We have waited too long for something to change.
Most students spend their Monday of the first full week of classes begrudgingly mourning the end of summer, feeling the sweat droplets accumulate on their shirts, and staring off into space while their professor rambles. For UNC-Chapel Hill students, their Monday was spent much differently. First-year student Cogan McMichaels spent his sixth day on campus locked in a dark dorm room with his roommate waiting for updates from the police. Other UNC students climbed out of windows in an attempt to escape an active school shooter. Many barricaded themselves in the library’s study rooms and discussed what to do if someone banged on the door to come in. Although relieved when an all-clear was finally given after three hours, most students still had not processed what happened.
The terror commenced after Taipei Qi, a 34-year-old UNC graduate student, shot his research advisor, Zijie Yan. Though he immediately exited school grounds, students braced for the worst; after all, they are in a nation that experiences X amount of shootings per year. Yan was an associate professor in the Department of Applied Physical Science who worked at UNC since July 2019. A father of two, Yan was deeply respected, knowledgeable, approachable, and the leader of the Yan Research Group. Qi is currently in jail without bond and faces charges of first-degree murder in addition to possession of a firearm on educational property.
On college campuses, 94 people have been killed in at least 308 instances of gunfire, including individual attacks, legal intervention, and self-harm, between 2013 and 2022. From 1966 to 2020, 98 people have been killed in 12 mass shootings–attacks that involve three or more people–at US colleges, and 75% of those have taken place in the past 16 years. This year alone, there were at least 86 gun violence incidents on all campuses, regardless of education level, that resulted in a total of 27 deaths and 57 injuries nationally.
The deadliest mass shooting on a university campus happened at Virginia Tech in 2007 when a former student killed 32 people and injured 23. This crisis was the first to bring massive awareness to college campus safety and emergency responses to gun violence. Major safety concerns for students moved from primarily natural disasters to other physical threats. Campus security had to be transformed. It demanded a nuanced, all-encompassing method by schools, state governments and federal agencies to identify threats and troubling behavior prior to any harm inflicted.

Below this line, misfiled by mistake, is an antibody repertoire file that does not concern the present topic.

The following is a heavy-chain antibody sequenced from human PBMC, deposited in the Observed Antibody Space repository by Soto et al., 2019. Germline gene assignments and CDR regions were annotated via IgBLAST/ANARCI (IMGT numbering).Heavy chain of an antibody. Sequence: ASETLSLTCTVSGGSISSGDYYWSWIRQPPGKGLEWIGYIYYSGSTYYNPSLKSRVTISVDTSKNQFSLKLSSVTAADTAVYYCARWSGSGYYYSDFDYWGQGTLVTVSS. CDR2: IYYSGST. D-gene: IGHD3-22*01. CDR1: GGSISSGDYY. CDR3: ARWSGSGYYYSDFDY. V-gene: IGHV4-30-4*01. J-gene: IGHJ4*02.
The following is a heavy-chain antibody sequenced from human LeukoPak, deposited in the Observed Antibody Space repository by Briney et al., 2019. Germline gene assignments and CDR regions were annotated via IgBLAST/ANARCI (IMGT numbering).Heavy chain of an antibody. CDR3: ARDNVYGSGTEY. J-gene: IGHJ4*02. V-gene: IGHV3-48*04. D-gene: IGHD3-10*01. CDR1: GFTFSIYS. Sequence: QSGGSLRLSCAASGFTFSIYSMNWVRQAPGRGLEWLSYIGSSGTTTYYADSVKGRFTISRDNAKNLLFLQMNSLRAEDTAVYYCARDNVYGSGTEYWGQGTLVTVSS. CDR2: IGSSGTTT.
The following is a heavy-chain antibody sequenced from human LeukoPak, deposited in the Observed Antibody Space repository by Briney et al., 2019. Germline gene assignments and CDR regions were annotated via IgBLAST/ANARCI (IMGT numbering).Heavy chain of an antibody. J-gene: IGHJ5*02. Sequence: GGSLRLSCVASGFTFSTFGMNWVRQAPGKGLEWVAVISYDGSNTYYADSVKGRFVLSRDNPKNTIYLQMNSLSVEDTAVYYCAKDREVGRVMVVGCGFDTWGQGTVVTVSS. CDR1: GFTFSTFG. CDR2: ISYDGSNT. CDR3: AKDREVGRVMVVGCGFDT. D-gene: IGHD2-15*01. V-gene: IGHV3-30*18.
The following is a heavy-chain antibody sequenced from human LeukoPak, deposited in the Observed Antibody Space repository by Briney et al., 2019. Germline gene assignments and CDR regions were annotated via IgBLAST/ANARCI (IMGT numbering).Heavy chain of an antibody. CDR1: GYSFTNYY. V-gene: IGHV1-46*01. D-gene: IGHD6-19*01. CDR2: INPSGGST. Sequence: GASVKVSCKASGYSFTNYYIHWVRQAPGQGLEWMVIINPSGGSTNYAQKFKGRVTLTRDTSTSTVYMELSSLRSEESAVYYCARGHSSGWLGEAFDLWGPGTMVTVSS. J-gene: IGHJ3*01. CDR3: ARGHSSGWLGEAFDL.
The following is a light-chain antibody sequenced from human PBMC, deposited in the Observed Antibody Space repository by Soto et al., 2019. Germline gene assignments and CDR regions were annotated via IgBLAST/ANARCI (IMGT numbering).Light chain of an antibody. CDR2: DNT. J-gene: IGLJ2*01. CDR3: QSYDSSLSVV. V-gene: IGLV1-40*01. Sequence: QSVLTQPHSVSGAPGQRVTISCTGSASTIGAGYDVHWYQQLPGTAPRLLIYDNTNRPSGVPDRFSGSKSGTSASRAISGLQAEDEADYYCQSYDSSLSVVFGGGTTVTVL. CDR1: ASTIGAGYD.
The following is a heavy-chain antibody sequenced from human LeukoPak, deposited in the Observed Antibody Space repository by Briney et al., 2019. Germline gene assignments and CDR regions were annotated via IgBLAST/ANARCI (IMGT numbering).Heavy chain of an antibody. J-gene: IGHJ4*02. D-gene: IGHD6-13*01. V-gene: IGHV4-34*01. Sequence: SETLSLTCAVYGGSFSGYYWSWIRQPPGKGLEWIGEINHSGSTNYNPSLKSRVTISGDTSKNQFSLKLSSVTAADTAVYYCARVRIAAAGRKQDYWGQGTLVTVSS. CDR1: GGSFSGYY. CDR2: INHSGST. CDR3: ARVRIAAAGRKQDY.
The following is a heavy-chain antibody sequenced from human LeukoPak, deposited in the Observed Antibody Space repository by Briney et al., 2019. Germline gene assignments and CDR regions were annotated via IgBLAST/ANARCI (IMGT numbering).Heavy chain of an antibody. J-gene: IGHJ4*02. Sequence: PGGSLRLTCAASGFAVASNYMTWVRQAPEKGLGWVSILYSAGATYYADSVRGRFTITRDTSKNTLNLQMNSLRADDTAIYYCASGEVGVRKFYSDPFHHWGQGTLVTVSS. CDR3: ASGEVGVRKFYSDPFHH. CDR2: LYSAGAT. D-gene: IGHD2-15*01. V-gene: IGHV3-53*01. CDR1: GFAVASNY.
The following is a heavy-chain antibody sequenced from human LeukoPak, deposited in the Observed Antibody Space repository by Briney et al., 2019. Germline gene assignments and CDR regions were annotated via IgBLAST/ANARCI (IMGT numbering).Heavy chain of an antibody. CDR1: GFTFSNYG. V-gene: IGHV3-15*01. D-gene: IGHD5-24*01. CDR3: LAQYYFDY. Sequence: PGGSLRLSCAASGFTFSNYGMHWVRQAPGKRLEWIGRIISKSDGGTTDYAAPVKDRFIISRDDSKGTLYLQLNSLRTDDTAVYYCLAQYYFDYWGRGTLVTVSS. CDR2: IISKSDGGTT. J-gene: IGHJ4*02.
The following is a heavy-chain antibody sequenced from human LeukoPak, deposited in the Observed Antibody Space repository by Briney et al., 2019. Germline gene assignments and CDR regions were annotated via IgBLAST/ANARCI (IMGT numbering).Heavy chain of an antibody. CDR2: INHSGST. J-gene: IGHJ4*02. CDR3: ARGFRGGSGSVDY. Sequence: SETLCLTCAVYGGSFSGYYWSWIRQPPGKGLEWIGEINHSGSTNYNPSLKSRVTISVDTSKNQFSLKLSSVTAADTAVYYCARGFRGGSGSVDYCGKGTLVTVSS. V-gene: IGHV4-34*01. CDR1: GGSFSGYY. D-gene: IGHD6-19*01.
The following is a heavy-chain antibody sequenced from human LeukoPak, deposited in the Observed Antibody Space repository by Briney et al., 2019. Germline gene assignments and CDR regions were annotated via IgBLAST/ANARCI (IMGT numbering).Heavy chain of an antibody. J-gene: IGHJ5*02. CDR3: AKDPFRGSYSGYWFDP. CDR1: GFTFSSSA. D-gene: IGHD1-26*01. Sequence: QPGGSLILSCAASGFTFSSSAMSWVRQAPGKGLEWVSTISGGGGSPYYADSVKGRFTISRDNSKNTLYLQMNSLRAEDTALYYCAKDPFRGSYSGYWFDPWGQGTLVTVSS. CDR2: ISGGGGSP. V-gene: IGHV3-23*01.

However, all the awareness brought about by the incident at Virginia Tech did not bring the change that the tragedy mandated. Based on the data, it catalyzed a subsequent chain of other adversities, and students subsequently feel extremely anxious about possible attacks in public areas.
Colleges are harder to protect than K-12 schools given their size, abundance and inability to be fully enclosed. From lawns to libraries, there are a number of student hotspots that require absolutely no verification or credentials to embark on due to their accessibility. For example, the tragedy at Michigan State University earlier this year happened because someone with no connection to the school was able to freely go on-site to murder three people and injure five others. The ease of these attacks is incredibly unsettling.
About 2 in 10 US adults say they or someone close to them has had a personal experience with gun violence. The sheer amount of people in the US who experience gun violence has only increased after huge massacres that demanded change were ignored year after year. Responses to activism are to help settle controversy and address public requisitions for change. It is repeatedly forgotten thereafter all loud lamentations are stifled.
In a survey, 65% of students said school shootings made them concerned for their safety on campus, and 63% said that stricter gun laws would help them feel more protected. Additionally, gun policy and control ranked in the top three voting issues for college students in the recent 2022 election. Students just want to feel safe in the increasingly everlasting epidemic of ignored gun violence.